Championship Saturday at the National Finals Rodeo featured a wide range of emotions, from the giddiness of 24-year-old Hailey Kinsel to the teary goodbyes of Trevor Brazile to the remembrances of loved ones lost in 2018 for Caleb Smidt.

All three Texans earned those coveted Montana Silversmiths gold buckles while in Las Vegas. Kinsel of Cotulla actually clinched hers on Dec. 14, after winning the ninth round. It was her fourth round victory in the championship. She placed three other nights and earned $157,865 to win her first barrel racing world title.

She and her great horse, Sister, finished the season with $350,700, distancing the No. 2 cowgirl by $99,000.

Brazile, though, made his statement before the NFR began. At 42, he decided it was to focus more on his family than his rodeo career. It brought out many emotions from Brazile to fellow cowboys to the hundreds of thousands of rodeo fans in Las Vegas through the finale.

It came to a head on that final Saturday night in front of a live television audience. During his interview shown on the CBS Sports Network, he broke down into tears, an uncommon appearance for the typically stoic Brazile.

He still plans to continue his rodeo career, but on a much smaller basis. He hopes to be a part-time cowboy. With that, he realized this would likely be his last NFR. The pressure to succeed showed in the winningest cowboy to have ever played the game.

Brazile, of Decatur, owns 24 world championships, by far the record for the most gold buckles. This year he earned his 14th all-around world title, another record. But it wasn’t without a struggle in a fight that featured his brother-in-law, Tuf Cooper, and Utahan Rhen Richard, the only cowboy to qualify for Las Vegas in two events—tie-down roping and team roping.

“It’s a really unique situation because I love him so much, and I’m his biggest fan, too,” Brazile said of Cooper during an interview with the PRCA. “It’s a crazy dynamic that we’ve lived for so long, but I can’t wait to just sit back and be able to watch him instead of competing with him.”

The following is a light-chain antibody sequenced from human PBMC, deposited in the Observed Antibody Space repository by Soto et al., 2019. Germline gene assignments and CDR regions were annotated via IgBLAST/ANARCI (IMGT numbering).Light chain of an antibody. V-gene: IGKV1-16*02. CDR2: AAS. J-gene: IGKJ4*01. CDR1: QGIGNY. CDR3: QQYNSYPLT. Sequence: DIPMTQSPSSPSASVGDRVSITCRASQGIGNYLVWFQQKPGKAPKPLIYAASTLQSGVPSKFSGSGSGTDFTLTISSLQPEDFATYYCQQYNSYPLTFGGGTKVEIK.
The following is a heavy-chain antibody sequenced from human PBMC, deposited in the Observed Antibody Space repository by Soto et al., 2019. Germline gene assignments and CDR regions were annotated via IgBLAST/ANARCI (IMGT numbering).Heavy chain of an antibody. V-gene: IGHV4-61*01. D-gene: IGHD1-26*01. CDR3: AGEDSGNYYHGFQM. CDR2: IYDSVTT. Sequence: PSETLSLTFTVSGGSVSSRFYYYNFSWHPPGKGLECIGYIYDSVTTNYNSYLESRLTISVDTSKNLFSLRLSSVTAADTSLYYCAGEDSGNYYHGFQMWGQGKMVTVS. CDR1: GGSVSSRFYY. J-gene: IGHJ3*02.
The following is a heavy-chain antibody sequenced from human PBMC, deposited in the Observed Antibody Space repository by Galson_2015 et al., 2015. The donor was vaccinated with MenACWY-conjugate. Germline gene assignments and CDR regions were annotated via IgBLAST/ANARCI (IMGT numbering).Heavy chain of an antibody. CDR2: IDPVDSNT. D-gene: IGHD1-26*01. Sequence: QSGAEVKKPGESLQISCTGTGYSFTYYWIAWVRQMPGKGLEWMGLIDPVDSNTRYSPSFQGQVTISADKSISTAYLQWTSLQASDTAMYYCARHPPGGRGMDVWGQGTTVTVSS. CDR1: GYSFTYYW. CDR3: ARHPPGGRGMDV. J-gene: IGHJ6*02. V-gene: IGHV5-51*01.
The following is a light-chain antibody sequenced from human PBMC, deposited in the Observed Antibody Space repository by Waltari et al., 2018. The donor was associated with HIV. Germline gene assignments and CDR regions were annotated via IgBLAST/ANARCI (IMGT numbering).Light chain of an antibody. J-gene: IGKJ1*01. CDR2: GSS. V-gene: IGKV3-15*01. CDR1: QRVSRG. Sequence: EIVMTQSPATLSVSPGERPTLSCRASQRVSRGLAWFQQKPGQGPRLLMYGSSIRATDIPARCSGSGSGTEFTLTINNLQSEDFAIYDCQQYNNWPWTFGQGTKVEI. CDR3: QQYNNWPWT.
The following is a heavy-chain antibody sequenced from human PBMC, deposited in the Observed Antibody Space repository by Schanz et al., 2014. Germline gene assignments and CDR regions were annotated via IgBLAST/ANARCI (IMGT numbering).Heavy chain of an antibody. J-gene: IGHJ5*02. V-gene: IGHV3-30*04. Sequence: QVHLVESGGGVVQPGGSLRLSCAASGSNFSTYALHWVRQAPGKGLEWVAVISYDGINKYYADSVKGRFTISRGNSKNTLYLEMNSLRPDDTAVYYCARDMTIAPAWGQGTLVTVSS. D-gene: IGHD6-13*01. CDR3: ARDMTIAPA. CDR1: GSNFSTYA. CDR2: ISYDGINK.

Smidt, though, had the most adversity of any of the Texas titlists. In January, his father, Randy, died at the age of 63 after a battle with cancer. On Nov. 4, just a month before the NFR began, his wife’s brother, Will Byler, died on is wedding day in a helicopter crash with his newlywed wife, Bailee.

Just 41 days later, Caleb Smidt wrapped his hands around his second gold buckle. He looked to the heavens, and he smiled through his grief. The trying year also gave the Bellville, Texas, cowboy one of the most precious gifts of his career.

But he earned every ounce of gold in that trophy, as did every other world champion. They just didn’t do it while still grieving.

“I came out here (to Las Vegas) to rope and do it for my family,” he told the PRCA. —Ted Harbin

Ted Harbin is a longtime journalist who spent 22 years in the newspaper industry before focusing on rodeo. He owns Rodeo Media Relations and TwisTed Rodeo and is one of just eight individuals to be honored with media awards by both the Professional Rodeo Cowboys Association and the Women’s Professional Rodeo Association. He lives in Maryville, Mo., with is wife, Lynette, and their two daughters, Laney and Channing.